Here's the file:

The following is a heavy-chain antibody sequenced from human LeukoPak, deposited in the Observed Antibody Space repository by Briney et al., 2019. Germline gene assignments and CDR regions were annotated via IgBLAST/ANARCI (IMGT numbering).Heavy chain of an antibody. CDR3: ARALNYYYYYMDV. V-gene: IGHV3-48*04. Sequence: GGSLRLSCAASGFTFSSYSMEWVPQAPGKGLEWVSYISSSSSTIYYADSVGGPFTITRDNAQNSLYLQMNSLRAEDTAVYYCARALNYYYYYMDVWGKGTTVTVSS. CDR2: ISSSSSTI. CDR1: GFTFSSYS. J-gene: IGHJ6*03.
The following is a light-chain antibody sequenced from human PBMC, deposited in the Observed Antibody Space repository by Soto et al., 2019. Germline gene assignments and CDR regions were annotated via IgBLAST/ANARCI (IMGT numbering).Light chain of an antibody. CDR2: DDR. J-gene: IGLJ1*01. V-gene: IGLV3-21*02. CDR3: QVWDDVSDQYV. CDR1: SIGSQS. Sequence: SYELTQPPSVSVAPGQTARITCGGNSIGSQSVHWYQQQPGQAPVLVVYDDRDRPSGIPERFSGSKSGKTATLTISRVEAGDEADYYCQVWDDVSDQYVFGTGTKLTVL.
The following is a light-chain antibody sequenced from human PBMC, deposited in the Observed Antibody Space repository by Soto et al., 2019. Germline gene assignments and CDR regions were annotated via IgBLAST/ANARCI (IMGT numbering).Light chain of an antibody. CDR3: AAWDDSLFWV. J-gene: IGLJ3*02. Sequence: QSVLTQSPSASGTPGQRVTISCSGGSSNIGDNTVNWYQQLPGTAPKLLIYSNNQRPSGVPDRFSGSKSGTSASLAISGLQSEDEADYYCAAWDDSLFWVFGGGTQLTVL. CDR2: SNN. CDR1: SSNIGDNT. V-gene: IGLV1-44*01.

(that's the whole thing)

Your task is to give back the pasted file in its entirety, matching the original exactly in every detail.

The following is a heavy-chain antibody sequenced from human LeukoPak, deposited in the Observed Antibody Space repository by Briney et al., 2019. Germline gene assignments and CDR regions were annotated via IgBLAST/ANARCI (IMGT numbering).Heavy chain of an antibody. CDR3: ARALNYYYYYMDV. V-gene: IGHV3-48*04. Sequence: GGSLRLSCAASGFTFSSYSMEWVPQAPGKGLEWVSYISSSSSTIYYADSVGGPFTITRDNAQNSLYLQMNSLRAEDTAVYYCARALNYYYYYMDVWGKGTTVTVSS. CDR2: ISSSSSTI. CDR1: GFTFSSYS. J-gene: IGHJ6*03.
The following is a light-chain antibody sequenced from human PBMC, deposited in the Observed Antibody Space repository by Soto et al., 2019. Germline gene assignments and CDR regions were annotated via IgBLAST/ANARCI (IMGT numbering).Light chain of an antibody. CDR2: DDR. J-gene: IGLJ1*01. V-gene: IGLV3-21*02. CDR3: QVWDDVSDQYV. CDR1: SIGSQS. Sequence: SYELTQPPSVSVAPGQTARITCGGNSIGSQSVHWYQQQPGQAPVLVVYDDRDRPSGIPERFSGSKSGKTATLTISRVEAGDEADYYCQVWDDVSDQYVFGTGTKLTVL.
The following is a light-chain antibody sequenced from human PBMC, deposited in the Observed Antibody Space repository by Soto et al., 2019. Germline gene assignments and CDR regions were annotated via IgBLAST/ANARCI (IMGT numbering).Light chain of an antibody. CDR3: AAWDDSLFWV. J-gene: IGLJ3*02. Sequence: QSVLTQSPSASGTPGQRVTISCSGGSSNIGDNTVNWYQQLPGTAPKLLIYSNNQRPSGVPDRFSGSKSGTSASLAISGLQSEDEADYYCAAWDDSLFWVFGGGTQLTVL. CDR2: SNN. CDR1: SSNIGDNT. V-gene: IGLV1-44*01.